p. 525—“The translators who changed Deut. 27.26 from its primary emphasis on intention and commitment to perfection of obedience thought that their view was true, and they were not being intentionally dishonest.” Sanders beef is the translating of the Hebrew confirm or uphold or the Greek uphold as ‘obey’.
In Gal. 3.11-12 Paul quotes Hab. 2.4— the righteous by faith will live which proves no one is righteoused before God by the Law, then he quotes Lev. 18.5 which proves the law is not based on faith since it says ‘the one who does the Law will live by doing them’
p. 526— [It becomes clear that one of the main reasons Sanders does not get the logic of Paul’s argument is that he doesn’t understand his covenantal theology, and his argument on this page makes this clear] “In this polemical situation, he wishes to force a complete separation between obeying the laws of the Bible and having faith in Christ. The proof texts in Galatians 3 that put faith and obeying the law in opposition to each other constitute an argument for this one particular circumstance. In this context, obeying the law by being circumcised means not having faith in Christ as the sole necessary condition for membership in the people of God.”
[The problem with this argument is Sanders doesn’t recognize that Paul sees the Mosaic covenant as obsolete, rather like the author of Hebrews. When Paul says works of the Law, while it is true that he is particularly concerned with circumcision, by that phrase he means ‘works of the Mosaic Law’ in general, not just boundary rituals. He is not opposed to Law itself, indeed he will go on to say that believers in Christ must keep the ‘Law of Christ’ which is not the same thing as the Mosaic Law. The reason for this is simple— there is a new covenant, an eschatological covenant and it has Law, but clearly enough initial salvation is by grace through faith in Jesus. Paul is not just making an ad hoc argument against the Judaizer’s insistence on circumcision for Gentiles, but that is one of the main bones of contention. The second major problem with the approach of Sanders is that Paul is not talking here about getting in, but about staying in— about how his converts should continue to live. Circumcision is an entrance ritual into a different covenant which entails obedience to the Mosaic Law. The problem is not just circumcision. The Galatians are being told how to continue to live without committing to the Mosaic covenant.]
p. 527— How could the blessing of Abraham come to the Gentiles? Paul says it’s because Christ died for us, became a curse for us on the cross (Deut. 21.23). Because of that death the eschatological gift of the Spirit can be received through faith in Christ. Christ died not only to atone for the sin, but to provide a means of new life, new creation, new covenant. This is why in Gal. 3.15-18 Paul draws an analogy with human covenants. The covenant with Abraham came before the Mosaic covenant, and Gentiles are connected to the former, not the latter. Gen. 17.10 “This is my covenant which you shall keep between me and you and your offspring after you” Offspring is singular and normally would be seen as a collective noun. Paul says, as a singular it could just refer to one person—- Christ.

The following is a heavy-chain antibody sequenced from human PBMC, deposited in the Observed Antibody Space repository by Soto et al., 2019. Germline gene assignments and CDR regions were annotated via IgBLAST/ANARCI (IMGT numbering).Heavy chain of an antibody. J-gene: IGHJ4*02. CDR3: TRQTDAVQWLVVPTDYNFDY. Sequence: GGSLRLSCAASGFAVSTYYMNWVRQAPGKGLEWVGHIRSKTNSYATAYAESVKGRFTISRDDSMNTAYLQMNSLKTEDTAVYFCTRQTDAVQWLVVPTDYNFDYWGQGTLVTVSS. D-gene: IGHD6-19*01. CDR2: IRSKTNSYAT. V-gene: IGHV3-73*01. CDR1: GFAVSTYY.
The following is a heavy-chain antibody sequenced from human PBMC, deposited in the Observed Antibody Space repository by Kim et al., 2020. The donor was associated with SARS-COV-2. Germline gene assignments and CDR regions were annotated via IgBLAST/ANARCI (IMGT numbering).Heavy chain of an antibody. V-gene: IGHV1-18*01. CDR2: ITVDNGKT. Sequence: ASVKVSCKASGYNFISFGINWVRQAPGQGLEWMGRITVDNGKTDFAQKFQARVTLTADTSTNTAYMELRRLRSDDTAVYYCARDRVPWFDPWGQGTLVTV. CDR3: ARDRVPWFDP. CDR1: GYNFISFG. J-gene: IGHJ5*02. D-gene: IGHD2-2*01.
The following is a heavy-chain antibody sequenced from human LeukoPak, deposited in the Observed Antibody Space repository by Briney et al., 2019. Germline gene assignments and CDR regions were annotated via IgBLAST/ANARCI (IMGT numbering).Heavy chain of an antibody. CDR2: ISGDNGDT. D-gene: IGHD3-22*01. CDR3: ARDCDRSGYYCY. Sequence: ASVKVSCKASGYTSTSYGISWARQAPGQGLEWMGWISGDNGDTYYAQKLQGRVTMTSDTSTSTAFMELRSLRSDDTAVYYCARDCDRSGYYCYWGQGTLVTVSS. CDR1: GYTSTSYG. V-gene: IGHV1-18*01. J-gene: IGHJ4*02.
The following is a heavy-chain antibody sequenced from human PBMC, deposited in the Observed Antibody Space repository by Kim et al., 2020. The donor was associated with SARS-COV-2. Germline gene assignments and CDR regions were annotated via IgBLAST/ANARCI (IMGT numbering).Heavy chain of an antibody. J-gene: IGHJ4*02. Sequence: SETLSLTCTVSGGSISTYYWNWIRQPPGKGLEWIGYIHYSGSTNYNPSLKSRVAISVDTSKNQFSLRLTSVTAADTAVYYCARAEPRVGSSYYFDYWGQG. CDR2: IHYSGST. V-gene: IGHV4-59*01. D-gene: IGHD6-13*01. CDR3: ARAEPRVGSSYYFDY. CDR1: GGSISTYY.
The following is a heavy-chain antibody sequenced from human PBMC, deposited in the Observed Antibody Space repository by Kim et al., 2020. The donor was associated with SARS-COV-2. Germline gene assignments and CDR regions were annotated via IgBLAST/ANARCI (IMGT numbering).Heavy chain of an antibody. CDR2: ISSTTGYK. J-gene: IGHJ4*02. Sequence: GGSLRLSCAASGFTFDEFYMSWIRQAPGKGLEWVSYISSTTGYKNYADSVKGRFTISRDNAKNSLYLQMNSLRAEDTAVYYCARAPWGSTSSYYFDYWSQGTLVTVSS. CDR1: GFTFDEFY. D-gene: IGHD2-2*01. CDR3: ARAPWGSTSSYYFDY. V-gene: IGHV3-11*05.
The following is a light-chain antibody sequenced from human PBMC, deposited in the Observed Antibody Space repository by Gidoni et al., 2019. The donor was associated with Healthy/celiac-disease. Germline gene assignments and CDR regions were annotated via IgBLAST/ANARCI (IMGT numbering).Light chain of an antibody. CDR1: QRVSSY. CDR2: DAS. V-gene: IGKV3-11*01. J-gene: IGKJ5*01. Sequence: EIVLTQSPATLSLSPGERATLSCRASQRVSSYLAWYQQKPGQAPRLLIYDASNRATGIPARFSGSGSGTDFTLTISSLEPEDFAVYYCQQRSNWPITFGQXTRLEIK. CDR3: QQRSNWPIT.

p. 528– Paul as Sanders says makes a lot out of terminological arguments— the meaning of words. Sanders notes that Paul ignores the Abraham side of the covenant, which according to Gen. 17.10 involves Abraham and his descendants getting circumcised. [Paul’s point however is that the Abrahamic covenant is fulfilled in Christ, and Christ alone, and he was ‘circumcised’ or cut off on the cross, fulfilling the requirement. The new covenant is not either the Mosaic or Abrahamic covenant, but the intent of the Abraham cov. Is fulfilled in Christ and his people.
p. 529— Paul’s arguments must be judged on the basis of ancient conventions of argument says Sanders, rightly. His terminological argument does follow the ancient Jewish rules. It was o.k. to take words out of context, and mix and match verses on the basis of catchword connection. Sanders sees this as illegitimate now.
“What non-Christian Jewish scholars of the Bible would not have accepted in Gal. 3.13-14 is that Jesus’ death was a sacrifice that saved his followers and had the goal of including gentiles in the people of God. That is, non-Christians would reject his specifically Christological views.” [But some did accept them, for example the author of Hebrews who is certainly a Bible scholar].